Consumerist shared this story of a consumer trying to navigate Chase's new opt-in form:
So my wife got an email today talking about the changes coming to our Chase account (well, WAMU, but we unfortunately inherited Chase). The email is REALLY confusing and tells that you can opt out of debit overdraft coverage, but adds other stuff that's confusing and makes it SEEM like you'll be charged an overdraft fee whether or not you opt out of overdraft coverage. It really confused my wife. Not happening until August automatically. Not good enough for me. I logged in to opt-out today.
Here's where it gets better. Instead of a simple "opt out" yes/no, Chase has added TWO questions, with opposite answers necessary. The text below the first "Yes/No" seems to be explaining the first Yes/No, when in fact, it's talking about the second. The first Yes/No is COMPLETELY unnecessary, and I think just put there to bamboozle people into selecting "Yes" on the overdraft coverage below.
You can check out the form and vote on what you think here.
Chase has also launched a marketing campaign designed to get you to sign up for a $35 fee.
A new federal law says if you try to overdraw your account with a debit card, the bank will soon need your permission to penalize you. Getting you to say yes is now a cottage industry.
Michelle Carrol got the sales pitch from chase.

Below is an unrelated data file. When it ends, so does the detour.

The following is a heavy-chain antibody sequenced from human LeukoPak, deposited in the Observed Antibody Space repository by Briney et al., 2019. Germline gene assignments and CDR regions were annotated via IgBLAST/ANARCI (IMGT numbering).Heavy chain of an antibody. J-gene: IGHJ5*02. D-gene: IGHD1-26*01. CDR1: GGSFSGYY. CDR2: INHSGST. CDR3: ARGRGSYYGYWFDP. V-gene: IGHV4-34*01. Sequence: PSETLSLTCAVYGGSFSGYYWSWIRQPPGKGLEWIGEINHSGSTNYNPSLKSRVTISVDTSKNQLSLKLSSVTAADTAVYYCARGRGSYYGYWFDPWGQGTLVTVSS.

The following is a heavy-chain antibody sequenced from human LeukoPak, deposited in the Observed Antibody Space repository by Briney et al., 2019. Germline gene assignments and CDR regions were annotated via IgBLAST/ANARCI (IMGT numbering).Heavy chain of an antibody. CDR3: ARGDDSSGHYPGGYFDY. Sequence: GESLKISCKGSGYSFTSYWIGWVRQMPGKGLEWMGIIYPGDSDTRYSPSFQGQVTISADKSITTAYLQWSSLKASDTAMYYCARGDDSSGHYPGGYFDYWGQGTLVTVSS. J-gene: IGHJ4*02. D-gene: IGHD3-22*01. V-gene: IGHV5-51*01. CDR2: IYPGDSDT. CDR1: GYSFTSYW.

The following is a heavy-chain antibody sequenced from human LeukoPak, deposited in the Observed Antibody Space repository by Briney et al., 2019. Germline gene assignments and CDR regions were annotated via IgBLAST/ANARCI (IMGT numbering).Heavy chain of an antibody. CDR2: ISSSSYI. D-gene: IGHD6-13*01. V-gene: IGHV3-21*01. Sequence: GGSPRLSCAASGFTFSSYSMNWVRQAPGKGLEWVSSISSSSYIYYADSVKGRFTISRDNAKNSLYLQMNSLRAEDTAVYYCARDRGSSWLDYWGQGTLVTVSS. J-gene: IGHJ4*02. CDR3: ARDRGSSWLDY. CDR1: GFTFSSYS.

“I did sign up,” Carrol said, “The letter appeared to be an urgency situation to me. The word protection was used.”
So Carroll called to allow Chase Bank to hit her up for $35, three times a day, should her debit card overdraw her account.
We recently sent a letter (click here for the PDF) to OCC's John Dugan in regards to Chase's unfair and deceptive opt-in marketing. Their marketing letter says:
“YOUR DEBIT CARD MAY NOT WORK THE SAME WAY ANYMORE EVEN IF YOU JUST MADE A DEPOSIT unless we hear from you.”
“To keep your debit card working as it currently does, please call…” and “Remember your debit card transactions will be denied in the future if you do not have sufficient funds in your account” (emphasis in original).
Chase is trying create the impression that if a consumer doesn't agree to an expensive product then their debit card will simply stop working or experience significant problems in everyday usage which is not true. From our letter:
The statement in Chase‟s solicitation that debit card transactions will be denied if the customer lacks funds completely disregards less-expensive overdraft protection options offered by Chase in the form of a linked credit card, savings account, or home equity line of credit. Solicitations should not allow banks to give the erroneous impression that no other alternatives exist to avoid debit card denials...
The Federal Reserve Regulation E rule on overdraft opt-in requires banks to provide consumers who do not opt in with the same account terms, conditions and features as provided to consumers who do opt in.
We urge the OCC to examine Chase Bank‟s overdraft solicitations and to correct misleading and deceptive terms, require disclosure of all options to cover overdrafts, prohibit sustained overdraft fees, and make sure account features are the same for consumers who refuse to opt in to the bank‟s most expensive form of overdraft coverage.
Have you received this letter from Chase? Tell us about it in the comments and then let the OCC know too.